The head coach and teammates said all the right things about Ben Simmons following their 22-point implosion Thursday night at TD Garden.
There were memes all over social media, photoshopping Simmons’ face on top of the iconic image of former 76ers legend Wilt Chamberlain holding up his famous “100” card after his game in Hershey, Pa. in March 1962. The two zeros were wiped out and there was Simmons on the picture holding up a piece of paper with the number “1”, the total sum of his scoring in the Game 2 loss to Boston.
The star that was at the center of their collapse was no where to be found in Game 2 and really hasn’t shown the form he displayed in the second half of the season that led Philadelphia on its historic 16-game winning streak to end the season. Simmons was 0-for-4 from the field, one free throw, five rebounds, seven assists and five turnovers.
The Celtics made it their mission to plant their bodies in his way and their mystique in Simmons’ head. Cut the head off the monster and the Sixers are completely lost. With the exception of J.J. Redick going off in the first half and T.J. McConnell leading a comeback in the second half of Game 2, that plan has been flawless in producing two wins.
“I think it was mainly what I did to myself,” said Simmons, who averaged 15.8 points, 8.1 rebounds and 8.2 assists during 81 regular season games. “I think, mentally, I was thinking too much, over-thinking the plays. Wasn’t just out there, flowing, playing the way that I play, which is free. I think, obviously I know what their game plan is. I got to play my game.”
His game produced 12 triple-doubles this season, third only to Russell Westbrook (25) and LeBron James (18). Simmons, who could beat out Utah’s Donovan Mitchell for rookie of the year, had another triple-double in Philly’s Game 4 win in Miami, the same game that saw the Sixers turn the ball over 26 times and somehow win the game. But in that game, Simmons had seven of the 26 turnovers, a warning sign perhaps of things to come.
The Sixers were a minus-23 when he was on the court. He was an absolute mess, forcing plays that just weren’t there. The Sixers likely would’ve have won the game if T.J. McConnell stayed in the game at point with seven minutes left. But Brett Brown, knowing it was just one game and that Simmons is still just 21 and needs to know he can have a bad game and the coach not lose confidence.
His no-show to this point of the series is a bit of a surprise. This is the leading candidate for NBA Rookie of the Year, as his coach reminded us after Game 2. He looked not just strong but remarkably poised in his first-ever playoff series against the physical Miami Heat. Led by a composed Simmons not taking the bait of the Heat players who tried to get into his head with physical play, the Sixers were able to send Miami to the beach in five games.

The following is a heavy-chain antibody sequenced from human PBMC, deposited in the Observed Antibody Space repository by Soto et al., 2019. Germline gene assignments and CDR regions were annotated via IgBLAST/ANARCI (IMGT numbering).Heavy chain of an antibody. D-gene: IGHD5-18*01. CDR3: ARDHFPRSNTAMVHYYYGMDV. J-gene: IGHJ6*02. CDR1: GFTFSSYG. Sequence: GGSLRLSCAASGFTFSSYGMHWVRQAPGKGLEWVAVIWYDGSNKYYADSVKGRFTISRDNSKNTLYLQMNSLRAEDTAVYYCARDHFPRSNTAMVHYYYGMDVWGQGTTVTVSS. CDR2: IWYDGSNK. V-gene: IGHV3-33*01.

“Mental. Thinking too much. That’s the thing, I’m going to have bad games. It happens. Obviously, it’s not the perfect timing, but we’re heading home now. We have two home games that we need to take care of and handle business. We have the team to deal with the coach and stuff. Just got to go do it.”
Something else that’s not like Miami is the TD Garden crowd. They have flooded him with chants of “Not a rookie” and “He’s a rookie” to their own Jayson Tatum. Boston is an infinitely tougher place for someone like Simmons than South Beach. And it’s showed so far in this series.
The Celtics have tried a modified strategy, not being as physical but more active with different players taking turns staying in front of Simmons wherever he goes and cutting off his passing lanes.
“Al starts the game on him,” Brad Stevens said. “Marcus Morris, Semi (Ojeleye), Marcus Smart will just rotate. And we’re just trying to keep them in front; it’s hard to do. He’s a heck of a player and obviously he didn’t play as well tonight, but good players always respond. And so, we’re going to have to be even better in Game 3, but trying our best to keep him in front and – he’s really hard to guard with a smaller player because he’s so big and strong and shifty. So, we just – we’re fortunate to have a bunch of bodies to be able to kind of rotate guys.”
He’s baaack! pic.twitter.com/QTD6gwcOR3
— Boston Celtics (@celtics) May 4, 2018
“I think the way Boston is guarding us in general is something that I respect,” Brett Brown said. “I have said, every time either pre or post game and when I see you at practice, I have said this before, (the Celtics) are elite guarding their own men. I think there’s a physicality and switch-ability that they got apples for apples on many, many different matchups. With Ben, I give them credit. They do a good job defending him. There’s an element of physicality that I feel that they have applied to all of us and Ben struggled as we see. I do give Boston’s defense a lot of credit and respect.”
Maybe it’s just not wanting to give the psychological edge to his opponent for Game 3 but Simmons showed no interest in playing the respect card. Asked if the physical play of Marcus Morris had an effect, Simmons appeared to dis the Celtics.
“I think first series, the way the Heat played is nothing compared to the Celtics,” Simmons said. “Physically, the Heat were on another level. But yeah, I think it was self – inflicted from myself, personally from my own game. Team wise, I think mentally we made too many errors when we had that lead and we need to stay on it.”
J.J. Redick, 33, was brought in for one year at $23 million, in part, to help mentor Simmons.
“Ben is very mature, very poised,” Redick said. “I know he will bring it on Saturday. I have no doubt. I will encourage him like I always do but there is nothing that I need to say, he brings it night in and night out. It wasn’t his best night but he will be fine.”
Simmons will first have to find out how to solve Stevens and the Celtics’ scheme before making Redick look prophetic.